The Marine Corps' Chemical Biological Incident Response Force (CBIRF), one of the Defense Department's leading antiterrorism units, recently purchased an enterprise license for one of the first software applications capable of modeling and predicting the impact of terrorist attacks involving nucle
The Marine Corps' Chemical Biological Incident Response Force (CBIRF), one of the Defense Department's leading anti-terrorism units, recently purchased an enterprise license for one of the first software applications capable of modeling and predicting the impact of terrorist attacks involving nuclear, biological or chemical weapons.
The issue of defending against terrorist attacks involving chemical or biological weapons has taken center stage in U.S. national security circles since international inspections failed to ensure that Iraq was no longer producing such weapons. In fact, according to an official statement released this year by John Lauder, the special assistant to the director of central intelligence for nonproliferation, the chemical weapons capabilities of rogue countries such as Iraq and North Korea continue to grow.
However, PLG Inc., a small risk-assessment firm based in Alexandria, Va., has developed one of the first software tools capable of helping emergency and military officials plan an effective response to a chemical or biological attack. Known as the Meteorological Information Dispersion and Assessment System Anti-Terrorism (MIDAS-AT), the software represents the first application of its kind capable of modeling potential hazard areas and aftereffects of a chemical or biological agent attack inside a building or urban area.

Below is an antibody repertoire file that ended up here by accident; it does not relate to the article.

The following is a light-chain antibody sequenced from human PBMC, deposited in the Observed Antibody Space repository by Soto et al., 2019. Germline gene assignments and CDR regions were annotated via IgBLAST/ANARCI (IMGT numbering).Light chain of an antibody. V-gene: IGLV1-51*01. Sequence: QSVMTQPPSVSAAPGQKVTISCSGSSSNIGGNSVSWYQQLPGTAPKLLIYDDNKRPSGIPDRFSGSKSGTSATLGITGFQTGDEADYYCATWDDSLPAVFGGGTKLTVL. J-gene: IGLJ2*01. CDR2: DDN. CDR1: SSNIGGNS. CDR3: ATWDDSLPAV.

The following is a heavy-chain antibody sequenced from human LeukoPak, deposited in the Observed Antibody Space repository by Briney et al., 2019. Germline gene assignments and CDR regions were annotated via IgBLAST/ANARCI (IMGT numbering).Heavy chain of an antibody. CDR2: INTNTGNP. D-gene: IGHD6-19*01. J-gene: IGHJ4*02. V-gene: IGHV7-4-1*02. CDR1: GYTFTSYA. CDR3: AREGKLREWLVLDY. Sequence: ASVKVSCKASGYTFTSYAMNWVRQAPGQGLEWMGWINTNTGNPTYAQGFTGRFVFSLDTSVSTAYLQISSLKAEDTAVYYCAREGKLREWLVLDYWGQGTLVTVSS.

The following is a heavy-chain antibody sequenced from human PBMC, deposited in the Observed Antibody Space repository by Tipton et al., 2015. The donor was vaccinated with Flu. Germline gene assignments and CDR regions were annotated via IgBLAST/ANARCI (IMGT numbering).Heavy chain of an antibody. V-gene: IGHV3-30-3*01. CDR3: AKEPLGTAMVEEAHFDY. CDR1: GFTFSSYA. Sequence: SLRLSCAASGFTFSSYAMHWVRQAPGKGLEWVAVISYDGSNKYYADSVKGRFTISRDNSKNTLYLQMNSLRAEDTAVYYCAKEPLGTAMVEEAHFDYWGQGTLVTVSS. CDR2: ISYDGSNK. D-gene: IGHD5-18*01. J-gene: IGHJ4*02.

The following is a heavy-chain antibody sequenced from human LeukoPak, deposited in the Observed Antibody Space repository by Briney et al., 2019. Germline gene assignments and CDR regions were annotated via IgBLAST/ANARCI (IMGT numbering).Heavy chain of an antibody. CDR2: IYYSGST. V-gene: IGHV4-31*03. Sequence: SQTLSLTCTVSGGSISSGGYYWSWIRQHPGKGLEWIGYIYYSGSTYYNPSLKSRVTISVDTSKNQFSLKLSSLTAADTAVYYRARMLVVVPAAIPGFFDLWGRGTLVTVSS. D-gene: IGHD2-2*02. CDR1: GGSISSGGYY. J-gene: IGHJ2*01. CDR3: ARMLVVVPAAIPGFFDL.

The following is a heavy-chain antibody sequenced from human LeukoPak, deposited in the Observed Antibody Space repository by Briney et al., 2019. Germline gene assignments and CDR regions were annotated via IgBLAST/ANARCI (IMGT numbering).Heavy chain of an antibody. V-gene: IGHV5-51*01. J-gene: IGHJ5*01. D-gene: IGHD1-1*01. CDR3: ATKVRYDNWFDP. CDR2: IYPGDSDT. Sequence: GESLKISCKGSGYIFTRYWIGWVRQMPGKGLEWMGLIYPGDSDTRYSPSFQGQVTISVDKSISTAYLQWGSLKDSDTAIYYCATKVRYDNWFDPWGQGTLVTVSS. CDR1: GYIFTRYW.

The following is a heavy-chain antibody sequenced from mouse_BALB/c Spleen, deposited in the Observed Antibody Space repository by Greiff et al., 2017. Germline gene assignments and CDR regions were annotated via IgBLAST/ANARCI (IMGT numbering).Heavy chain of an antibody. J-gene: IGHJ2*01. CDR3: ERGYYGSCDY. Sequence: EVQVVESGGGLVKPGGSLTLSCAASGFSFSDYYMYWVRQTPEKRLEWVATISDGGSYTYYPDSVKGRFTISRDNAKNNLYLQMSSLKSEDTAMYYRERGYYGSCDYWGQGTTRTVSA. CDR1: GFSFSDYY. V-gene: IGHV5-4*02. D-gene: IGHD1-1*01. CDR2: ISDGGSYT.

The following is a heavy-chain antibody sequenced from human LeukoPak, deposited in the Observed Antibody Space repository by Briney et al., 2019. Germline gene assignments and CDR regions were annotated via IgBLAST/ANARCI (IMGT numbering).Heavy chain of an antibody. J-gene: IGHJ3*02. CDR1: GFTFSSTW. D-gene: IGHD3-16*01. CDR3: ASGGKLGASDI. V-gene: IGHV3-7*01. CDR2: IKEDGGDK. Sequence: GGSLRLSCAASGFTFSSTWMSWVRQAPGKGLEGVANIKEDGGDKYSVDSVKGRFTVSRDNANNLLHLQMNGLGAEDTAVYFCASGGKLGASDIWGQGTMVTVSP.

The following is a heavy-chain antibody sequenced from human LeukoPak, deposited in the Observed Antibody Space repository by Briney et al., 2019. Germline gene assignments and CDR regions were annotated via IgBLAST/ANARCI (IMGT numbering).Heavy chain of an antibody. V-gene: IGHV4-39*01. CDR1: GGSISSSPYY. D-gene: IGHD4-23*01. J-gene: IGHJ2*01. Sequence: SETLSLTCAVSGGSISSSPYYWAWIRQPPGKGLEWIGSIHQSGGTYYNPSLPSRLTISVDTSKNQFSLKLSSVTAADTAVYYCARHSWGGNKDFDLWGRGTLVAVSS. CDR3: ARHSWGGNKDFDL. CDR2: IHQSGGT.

The company has targeted disaster and emergency response personnel across the country—including military and federal disaster agencies—who require an automated tool to help them predict the effects of an attack as well as manage the response. For example, MIDAS-AT's sophisticated algorithms take into account environmental factors to help users predict the size of the immediate danger zone and create a time line of how and when the deadly agent will spread.
In addition to detailed reference data on the properties of biological and chemical agents such as anthrax and sarin, MIDAS-AT integrates U.S. census data, Global Positioning System links and detailed vector maps capable of zooming in on the plot of a single-family home and can deliver this data to a user's laptop computer. The application also can accept real-time weather information through a local Internet feed to better predict local conditions.
"We give you the current tactical picture," said Randy Ridley, director of federal programs for PLG. "The system automatically receives new data, recalculates and updates all fields every five minutes. This couldn't have been accomplished on a personal computer three or four years ago."
One of the truly revolutionary aspects of the software, according to Marine Corps officials, is its ability to model urban areas and buildings, and predict how agents will react and spread. In fact, the software enables emergency personnel to quickly draw models of buildings, such as the White House, and store them for future use in a crisis.
MIDAS-AT bases its models and predictions on the type and amount of agent released, whether the windows are open or the air conditioning is on, the speed and direction of the wind outside, and other factors."It is truly a new product that is jumping ahead of the current slide-rule solution," Ridley said, referring to the manual calculations officials have been forced to rely on in the past.
Doug Brice, program manager for the Marine Corps' CBIRF, said other products are not able to model urban areas the way MIDAS-AT does. "You have to be able to employ a capability to respond to these types of events in a lot of different places, and [MIDAS-AT] assists in analyzing how you employ personnel and equipment," Brice said. "It's not an end-all solution, but we think it has the potential to be a good aid to help us figure out what we need to do to respond to a crisis."
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